Florida’s House of Representatives passed a bill Thursday banning abortion after six weeks, a measure that will have massive consequences for swathes of the southern United States.
The bill passed by a vote of 70–40, mainly along party lines. It now goes to the desk of Governor Ron DeSantis, who is expected to sign it into law. The measure prohibits abortion after six weeks, before many people even know they are pregnant. It makes exceptions for rape, incest, fetal abnormalities, or to save the life of the pregnant person. However, two doctors have to agree the abortion was “necessary,” and the patient “must provide a copy of a restraining order, police report, medical record, or other court order or documentation proving” they were the victim of rape or incest.
Florida previously allowed abortion up to 15 weeks, making it a major hub for people traveling out of their home state for the procedure. If the bill becomes law, it will cut off abortion access for a majority of the southeastern states.
Several Democrats shared stories of people who had miscarried or been harmed when they were denied an abortion.
“Hearing these stories, it just really brings home how the decisions that we make have an impact,” said Hillary Cassel. “These are the exact scenarios where we are reminded that abortion is health care. That women, as a result of these obstacles being created … are going to die. Women are going to be rendered unable to be have wanted pregnancies in the future.”
House Democrats had proposed nearly 50 amendments aimed at trying to lessen the negative effects of the bill, including striking down the ban entirely, banning state funds from going to clinics run by religious organizations that try to convince people not to get an abortion, and making it easier to prove someone qualifies for an abortion. All of the amendments were voted down.
The bill will also lower the amount of money that the state Department of Health is required to spend on pregnancy and parental support services to 85 percent, down from 90 percent. These services include pregnancy testing, counseling, prenatal classes, adoption education, and material aid such as diapers and formula. Abortion rights advocates regularly point out that states with some of the toughest abortion laws often fail to set up social welfare systems to support children after they are born. People can currently receive such support for up to a year after the child is born. The bill removes that element.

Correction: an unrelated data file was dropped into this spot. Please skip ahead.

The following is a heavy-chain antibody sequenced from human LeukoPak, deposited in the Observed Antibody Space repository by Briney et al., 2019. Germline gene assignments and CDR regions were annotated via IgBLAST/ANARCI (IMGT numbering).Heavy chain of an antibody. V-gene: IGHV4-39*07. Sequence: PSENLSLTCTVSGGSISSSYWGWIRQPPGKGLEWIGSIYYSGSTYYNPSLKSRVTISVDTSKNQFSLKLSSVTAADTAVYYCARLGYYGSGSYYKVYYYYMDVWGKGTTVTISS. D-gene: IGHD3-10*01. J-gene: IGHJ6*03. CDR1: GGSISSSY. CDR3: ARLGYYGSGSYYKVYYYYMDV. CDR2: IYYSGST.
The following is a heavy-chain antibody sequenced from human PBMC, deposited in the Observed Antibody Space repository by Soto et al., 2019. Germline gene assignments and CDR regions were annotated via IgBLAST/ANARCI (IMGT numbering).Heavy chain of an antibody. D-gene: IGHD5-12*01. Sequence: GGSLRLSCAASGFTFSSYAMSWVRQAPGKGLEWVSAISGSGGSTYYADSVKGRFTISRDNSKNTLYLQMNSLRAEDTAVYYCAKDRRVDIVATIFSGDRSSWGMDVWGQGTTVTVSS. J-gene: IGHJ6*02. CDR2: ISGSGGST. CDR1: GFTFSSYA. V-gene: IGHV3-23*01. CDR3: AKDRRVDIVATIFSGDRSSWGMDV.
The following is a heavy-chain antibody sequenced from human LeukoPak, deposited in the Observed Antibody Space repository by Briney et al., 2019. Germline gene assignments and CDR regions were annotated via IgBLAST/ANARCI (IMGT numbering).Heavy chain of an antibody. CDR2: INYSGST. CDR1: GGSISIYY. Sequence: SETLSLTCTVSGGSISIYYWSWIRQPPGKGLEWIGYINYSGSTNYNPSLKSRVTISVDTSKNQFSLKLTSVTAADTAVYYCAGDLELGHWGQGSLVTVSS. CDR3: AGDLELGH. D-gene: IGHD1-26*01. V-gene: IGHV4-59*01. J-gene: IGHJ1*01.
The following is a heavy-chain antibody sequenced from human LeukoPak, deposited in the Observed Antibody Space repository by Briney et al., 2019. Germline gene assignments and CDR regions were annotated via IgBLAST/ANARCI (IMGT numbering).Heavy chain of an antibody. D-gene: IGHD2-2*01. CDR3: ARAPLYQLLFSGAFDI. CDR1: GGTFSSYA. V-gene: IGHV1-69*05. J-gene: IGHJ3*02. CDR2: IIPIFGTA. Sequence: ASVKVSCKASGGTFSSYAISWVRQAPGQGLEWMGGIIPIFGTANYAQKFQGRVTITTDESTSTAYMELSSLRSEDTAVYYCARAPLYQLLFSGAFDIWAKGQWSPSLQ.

The measure removes the clause that specifically states abortion regulations “may not impose an unconstitutional burden on a woman’s freedom to decide whether to terminate her pregnancy,” specifically stripping away people’s autonomy.
The debate was temporarily delayed when protesters began shouting in the gallery. The House took a 10-minute recess, during which security cleared the gallery and closed doors to spectators. Protesters gathered outside the chamber and were joined by Democratic lawmakers in chanting and singing.
If it becomes law, as it is expected to, the bill will have a significant negative effect across the rest of the South. Florida has become an abortion haven in the region, as many neighboring states have imposed harsher restrictions on the procedure since Roe v. Wade was overturned.
Earlier this month, North Carolina Representative Tricia Cotham changed affiliation to Republican from Democratic, giving the GOP a supermajority in the state, and said she was open to new abortion restrictions. State Republicans introduced a bill in March that defines life as beginning at fertilization and makes it a felony to perform an abortion. Though Cotham hasn’t commented on that specific bill, Republican leaders seem confident they have the votes to pass new anti-abortion legislation. North Carolina is currently another Southern abortion haven. If that bill becomes law, then abortion access will be nearly wiped out for the entire southeastern U.S.